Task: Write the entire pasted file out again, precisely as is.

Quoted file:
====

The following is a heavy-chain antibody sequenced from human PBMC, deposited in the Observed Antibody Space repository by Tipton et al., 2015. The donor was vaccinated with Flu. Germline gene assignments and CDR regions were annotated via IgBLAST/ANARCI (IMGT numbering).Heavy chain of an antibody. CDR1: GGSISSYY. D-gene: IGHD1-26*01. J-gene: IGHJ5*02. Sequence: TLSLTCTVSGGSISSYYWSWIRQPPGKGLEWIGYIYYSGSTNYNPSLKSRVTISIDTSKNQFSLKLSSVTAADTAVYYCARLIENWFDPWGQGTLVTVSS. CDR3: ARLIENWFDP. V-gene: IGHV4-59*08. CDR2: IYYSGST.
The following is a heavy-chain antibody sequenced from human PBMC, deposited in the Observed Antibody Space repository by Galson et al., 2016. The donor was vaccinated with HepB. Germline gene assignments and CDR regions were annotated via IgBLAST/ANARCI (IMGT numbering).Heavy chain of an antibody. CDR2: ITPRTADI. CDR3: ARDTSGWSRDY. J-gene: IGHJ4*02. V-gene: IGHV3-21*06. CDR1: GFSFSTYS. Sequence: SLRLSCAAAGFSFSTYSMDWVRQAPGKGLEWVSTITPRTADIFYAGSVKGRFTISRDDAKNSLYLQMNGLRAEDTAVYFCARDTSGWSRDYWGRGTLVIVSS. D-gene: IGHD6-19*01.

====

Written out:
The following is a heavy-chain antibody sequenced from human PBMC, deposited in the Observed Antibody Space repository by Tipton et al., 2015. The donor was vaccinated with Flu. Germline gene assignments and CDR regions were annotated via IgBLAST/ANARCI (IMGT numbering).Heavy chain of an antibody. CDR1: GGSISSYY. D-gene: IGHD1-26*01. J-gene: IGHJ5*02. Sequence: TLSLTCTVSGGSISSYYWSWIRQPPGKGLEWIGYIYYSGSTNYNPSLKSRVTISIDTSKNQFSLKLSSVTAADTAVYYCARLIENWFDPWGQGTLVTVSS. CDR3: ARLIENWFDP. V-gene: IGHV4-59*08. CDR2: IYYSGST.
The following is a heavy-chain antibody sequenced from human PBMC, deposited in the Observed Antibody Space repository by Galson et al., 2016. The donor was vaccinated with HepB. Germline gene assignments and CDR regions were annotated via IgBLAST/ANARCI (IMGT numbering).Heavy chain of an antibody. CDR2: ITPRTADI. CDR3: ARDTSGWSRDY. J-gene: IGHJ4*02. V-gene: IGHV3-21*06. CDR1: GFSFSTYS. Sequence: SLRLSCAAAGFSFSTYSMDWVRQAPGKGLEWVSTITPRTADIFYAGSVKGRFTISRDDAKNSLYLQMNGLRAEDTAVYFCARDTSGWSRDYWGRGTLVIVSS. D-gene: IGHD6-19*01.